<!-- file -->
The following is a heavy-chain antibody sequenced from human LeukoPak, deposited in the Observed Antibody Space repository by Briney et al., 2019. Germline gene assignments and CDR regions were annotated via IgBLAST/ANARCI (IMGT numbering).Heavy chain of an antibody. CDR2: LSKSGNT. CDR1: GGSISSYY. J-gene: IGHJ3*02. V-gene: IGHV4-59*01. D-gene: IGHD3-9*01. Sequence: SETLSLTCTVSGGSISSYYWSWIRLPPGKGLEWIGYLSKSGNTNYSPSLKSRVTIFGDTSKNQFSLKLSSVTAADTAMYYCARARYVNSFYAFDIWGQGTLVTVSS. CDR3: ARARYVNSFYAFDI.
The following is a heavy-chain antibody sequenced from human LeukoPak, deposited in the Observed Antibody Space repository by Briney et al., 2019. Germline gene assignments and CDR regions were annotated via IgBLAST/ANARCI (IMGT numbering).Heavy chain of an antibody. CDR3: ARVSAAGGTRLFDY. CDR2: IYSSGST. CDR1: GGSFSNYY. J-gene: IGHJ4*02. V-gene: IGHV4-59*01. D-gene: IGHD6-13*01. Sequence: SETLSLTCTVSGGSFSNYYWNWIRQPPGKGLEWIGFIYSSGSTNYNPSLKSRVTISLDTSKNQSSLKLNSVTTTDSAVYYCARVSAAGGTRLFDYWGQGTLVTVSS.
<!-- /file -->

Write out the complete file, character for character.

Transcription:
The following is a heavy-chain antibody sequenced from human LeukoPak, deposited in the Observed Antibody Space repository by Briney et al., 2019. Germline gene assignments and CDR regions were annotated via IgBLAST/ANARCI (IMGT numbering).Heavy chain of an antibody. CDR2: LSKSGNT. CDR1: GGSISSYY. J-gene: IGHJ3*02. V-gene: IGHV4-59*01. D-gene: IGHD3-9*01. Sequence: SETLSLTCTVSGGSISSYYWSWIRLPPGKGLEWIGYLSKSGNTNYSPSLKSRVTIFGDTSKNQFSLKLSSVTAADTAMYYCARARYVNSFYAFDIWGQGTLVTVSS. CDR3: ARARYVNSFYAFDI.
The following is a heavy-chain antibody sequenced from human LeukoPak, deposited in the Observed Antibody Space repository by Briney et al., 2019. Germline gene assignments and CDR regions were annotated via IgBLAST/ANARCI (IMGT numbering).Heavy chain of an antibody. CDR3: ARVSAAGGTRLFDY. CDR2: IYSSGST. CDR1: GGSFSNYY. J-gene: IGHJ4*02. V-gene: IGHV4-59*01. D-gene: IGHD6-13*01. Sequence: SETLSLTCTVSGGSFSNYYWNWIRQPPGKGLEWIGFIYSSGSTNYNPSLKSRVTISLDTSKNQSSLKLNSVTTTDSAVYYCARVSAAGGTRLFDYWGQGTLVTVSS.